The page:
There is nothing wrong with this response.

Is this a "feature or expected behaviour"? No, it's an effect of their design choices. It does not (necessarily) provide them or their users a benefit and it might not have been designed to have this effect. It's a consequence of their design.

System effects can have negative impacts, positive impacts, or neutral impacts. For LinkedIn, they see this behaviour of the system as a neutral impact.

You are seeing that something bad could happen. They are seeing that the bad is tolerable and not worth the re-engineering of their system to change it.

  • In mail what I am trying to convey to LinkedIn was everyone might steal the course and instructors hard work... If everyone can download everything what is the need for payment. That was my thought , so you are saying LinkedIn doesn't care. So I should leave it? – VISWESWARAN NAGASIVAM Sep 16 at 7:20
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    No, you've missed my point entirely. They do care. But only up to a point. It's not a matter of "yes" or "no", "good" or "bad", "fixed" or "broken". It's a weakness that they have mitigations for. – schroeder Sep 16 at 7:32
  • @schroeder" Is this a "bug"? No, a bug is an undesired or unintended function of the system" To me, it seems at least plausible that that didn't intend things to be exploitable in this way (and therefore probably is a bug), but – as you say in your last paragraph – the potential to exploit it doesn't trouble them enough to either immediately fix things, or suspend the facility while they do fix it. – TripeHound Sep 16 at 10:10
  • Is this a materially different answer to @BubbleHacker 's post? – LTPCGO Sep 17 at 1:10
  • Thank you sir for the most brief answer! 100 of my reputation points well spent! – VISWESWARAN NAGASIVAM Sep 17 at 8:39
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So my question is is this a bug or some known feature or expected behaviour?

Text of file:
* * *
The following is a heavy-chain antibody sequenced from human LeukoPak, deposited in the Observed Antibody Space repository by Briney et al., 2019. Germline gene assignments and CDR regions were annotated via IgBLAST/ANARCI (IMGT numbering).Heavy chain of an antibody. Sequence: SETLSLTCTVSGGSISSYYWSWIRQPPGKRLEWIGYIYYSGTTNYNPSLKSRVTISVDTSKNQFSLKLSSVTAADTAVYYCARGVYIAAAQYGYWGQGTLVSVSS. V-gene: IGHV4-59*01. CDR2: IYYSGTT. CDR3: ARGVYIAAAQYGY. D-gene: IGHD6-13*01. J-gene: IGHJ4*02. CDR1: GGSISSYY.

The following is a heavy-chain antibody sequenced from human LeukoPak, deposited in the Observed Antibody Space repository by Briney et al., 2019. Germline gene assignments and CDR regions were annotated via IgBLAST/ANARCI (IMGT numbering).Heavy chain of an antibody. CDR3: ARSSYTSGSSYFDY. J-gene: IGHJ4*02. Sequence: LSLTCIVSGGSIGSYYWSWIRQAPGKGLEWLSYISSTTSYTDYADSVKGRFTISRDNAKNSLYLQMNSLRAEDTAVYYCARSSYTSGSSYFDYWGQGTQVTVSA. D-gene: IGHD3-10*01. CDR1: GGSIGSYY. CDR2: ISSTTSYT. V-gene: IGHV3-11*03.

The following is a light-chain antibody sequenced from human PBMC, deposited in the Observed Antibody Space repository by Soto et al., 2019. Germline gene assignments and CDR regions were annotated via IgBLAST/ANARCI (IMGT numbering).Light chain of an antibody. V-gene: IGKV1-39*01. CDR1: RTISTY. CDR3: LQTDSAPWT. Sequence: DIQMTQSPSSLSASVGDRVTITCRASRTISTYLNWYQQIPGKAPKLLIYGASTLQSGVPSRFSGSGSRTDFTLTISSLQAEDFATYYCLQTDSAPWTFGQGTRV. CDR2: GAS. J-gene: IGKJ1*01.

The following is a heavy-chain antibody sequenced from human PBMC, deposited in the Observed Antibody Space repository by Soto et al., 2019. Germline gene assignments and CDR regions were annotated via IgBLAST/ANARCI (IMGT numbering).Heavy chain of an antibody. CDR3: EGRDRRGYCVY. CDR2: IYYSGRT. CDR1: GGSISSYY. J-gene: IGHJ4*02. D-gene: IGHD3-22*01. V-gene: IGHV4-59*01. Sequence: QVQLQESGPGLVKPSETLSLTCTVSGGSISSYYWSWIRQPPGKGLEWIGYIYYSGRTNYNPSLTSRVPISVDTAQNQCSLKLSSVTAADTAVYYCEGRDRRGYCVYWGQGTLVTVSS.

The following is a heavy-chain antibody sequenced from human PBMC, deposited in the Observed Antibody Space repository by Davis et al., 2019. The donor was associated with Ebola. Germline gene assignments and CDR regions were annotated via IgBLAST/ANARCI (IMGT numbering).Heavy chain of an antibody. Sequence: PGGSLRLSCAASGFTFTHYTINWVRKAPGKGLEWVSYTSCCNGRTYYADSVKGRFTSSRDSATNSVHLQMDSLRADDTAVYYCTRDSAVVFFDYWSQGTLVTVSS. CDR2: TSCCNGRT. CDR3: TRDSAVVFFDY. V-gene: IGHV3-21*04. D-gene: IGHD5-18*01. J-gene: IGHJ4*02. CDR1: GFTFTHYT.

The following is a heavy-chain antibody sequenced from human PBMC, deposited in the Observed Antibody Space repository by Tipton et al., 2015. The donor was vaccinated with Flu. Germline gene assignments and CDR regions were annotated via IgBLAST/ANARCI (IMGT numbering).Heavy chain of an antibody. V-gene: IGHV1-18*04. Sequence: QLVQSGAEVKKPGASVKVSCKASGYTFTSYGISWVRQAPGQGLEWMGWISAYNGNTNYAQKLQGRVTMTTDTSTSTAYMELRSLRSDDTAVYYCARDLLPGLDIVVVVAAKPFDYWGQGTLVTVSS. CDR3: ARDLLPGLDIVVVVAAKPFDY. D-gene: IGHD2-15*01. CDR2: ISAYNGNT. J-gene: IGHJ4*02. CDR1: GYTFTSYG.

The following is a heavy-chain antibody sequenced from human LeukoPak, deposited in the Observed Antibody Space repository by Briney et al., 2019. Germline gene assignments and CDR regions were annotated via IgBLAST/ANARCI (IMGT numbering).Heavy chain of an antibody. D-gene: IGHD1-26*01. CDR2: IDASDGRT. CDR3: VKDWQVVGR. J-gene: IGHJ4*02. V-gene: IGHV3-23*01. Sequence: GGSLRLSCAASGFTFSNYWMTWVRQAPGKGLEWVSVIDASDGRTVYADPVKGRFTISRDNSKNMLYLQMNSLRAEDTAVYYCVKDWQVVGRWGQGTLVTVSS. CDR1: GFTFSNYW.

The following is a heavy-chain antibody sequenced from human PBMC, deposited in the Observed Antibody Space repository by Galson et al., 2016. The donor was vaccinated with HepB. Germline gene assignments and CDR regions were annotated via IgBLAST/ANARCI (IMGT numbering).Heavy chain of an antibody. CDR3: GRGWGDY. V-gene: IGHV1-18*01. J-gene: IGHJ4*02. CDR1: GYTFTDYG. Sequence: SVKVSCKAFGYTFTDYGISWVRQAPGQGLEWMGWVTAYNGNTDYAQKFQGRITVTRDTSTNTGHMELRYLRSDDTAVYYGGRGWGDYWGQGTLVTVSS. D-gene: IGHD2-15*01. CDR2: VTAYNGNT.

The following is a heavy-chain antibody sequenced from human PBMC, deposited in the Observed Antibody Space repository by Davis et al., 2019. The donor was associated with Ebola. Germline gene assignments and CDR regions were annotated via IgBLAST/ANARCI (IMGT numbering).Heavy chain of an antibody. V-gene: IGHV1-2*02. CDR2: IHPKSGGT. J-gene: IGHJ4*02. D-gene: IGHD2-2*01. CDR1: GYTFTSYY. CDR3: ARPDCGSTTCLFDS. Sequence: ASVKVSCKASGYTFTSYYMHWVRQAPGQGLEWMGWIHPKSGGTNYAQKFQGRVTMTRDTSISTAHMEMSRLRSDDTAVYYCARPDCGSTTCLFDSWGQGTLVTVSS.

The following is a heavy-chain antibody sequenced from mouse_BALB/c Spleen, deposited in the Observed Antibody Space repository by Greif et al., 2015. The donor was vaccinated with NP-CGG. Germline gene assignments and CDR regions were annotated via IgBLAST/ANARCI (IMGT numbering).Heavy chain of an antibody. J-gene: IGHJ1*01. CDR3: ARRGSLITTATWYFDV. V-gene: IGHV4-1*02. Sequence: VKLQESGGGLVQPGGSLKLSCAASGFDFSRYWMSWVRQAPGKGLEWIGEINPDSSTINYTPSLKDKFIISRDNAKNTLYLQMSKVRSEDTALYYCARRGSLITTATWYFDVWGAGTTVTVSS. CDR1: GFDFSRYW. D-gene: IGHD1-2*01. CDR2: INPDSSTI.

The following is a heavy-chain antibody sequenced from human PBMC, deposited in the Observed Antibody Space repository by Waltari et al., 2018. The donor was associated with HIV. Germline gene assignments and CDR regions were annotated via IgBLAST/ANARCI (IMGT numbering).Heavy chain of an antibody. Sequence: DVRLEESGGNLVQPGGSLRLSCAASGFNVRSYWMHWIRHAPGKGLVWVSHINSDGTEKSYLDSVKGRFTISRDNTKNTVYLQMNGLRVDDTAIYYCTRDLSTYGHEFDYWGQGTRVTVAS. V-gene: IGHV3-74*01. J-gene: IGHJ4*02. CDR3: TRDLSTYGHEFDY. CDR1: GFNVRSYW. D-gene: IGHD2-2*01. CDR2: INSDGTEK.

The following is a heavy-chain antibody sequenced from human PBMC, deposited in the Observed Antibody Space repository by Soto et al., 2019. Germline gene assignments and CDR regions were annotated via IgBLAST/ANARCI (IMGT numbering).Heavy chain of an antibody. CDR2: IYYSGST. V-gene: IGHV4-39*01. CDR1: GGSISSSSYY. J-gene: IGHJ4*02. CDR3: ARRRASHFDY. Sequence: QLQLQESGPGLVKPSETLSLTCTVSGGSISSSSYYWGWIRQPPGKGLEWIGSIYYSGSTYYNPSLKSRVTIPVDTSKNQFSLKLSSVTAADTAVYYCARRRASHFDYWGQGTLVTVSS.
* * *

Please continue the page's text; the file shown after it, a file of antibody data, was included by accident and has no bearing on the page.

Well, I think unless there is someone here from the LinkedIn development team who can provide additional insights, it seems we will never know.

But, there are somethings we can point out that may indicate that this is not a bug but rather a feature that can be abused.

LinkedIn probably tried to make an easy integration with their learning site, to do this it was needed to use a flag/parameter such as the one you found. Because of the course being available only for 24 hours they probably did not put to much effort into it because well, what can already happen?

If we look at the business logic, the functionality of the parameter does exactly what it is supposed to and there for, this is a feature.

I think you have demonstrated that you can abuse this parameter to download any/all of the courses available on the site. If this is indeed important to them, they are now well aware of it and can probably make some easy changes to fix this, but keep in mind this may not be that important to them (LinkedIn is also known to sue anyone trying to use their data so they may feel comfortable worse comes to worse to use the law).

I would write a write up of what you have found, report it, and if you are told it is not an issue of any sort, you can probably publish it (I would recommend against this because of LinkedIn's experience with people using their data).

  • How could they sue me, I have told them before making anything public. – VISWESWARAN NAGASIVAM Sep 14 at 3:33
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    @VISWESWARANNAGASIVAM, I am not a lawyer but by making code accessible or pointing people in the right direction to how to download the courses for free, you are helping in a crime. This is an assumption. – Bubble Hacker Sep 14 at 15:19
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    @VISWESWARAN NAGASIVAM No, you'd made it publicly before it was fixed. (assume this was a valid bug to them) – tungsten Sep 16 at 12:28
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    @VISWESWARANNAGASIVAM Anyone can sue anyone, the question is whether they'd survive summary judgement and eventually win, and whether you're willing to pay a lawyer to fight them. Also whether you're in a jurisdiction they'd be willing to litigate in, but that's a broader question. – IllusiveBrian Sep 16 at 13:25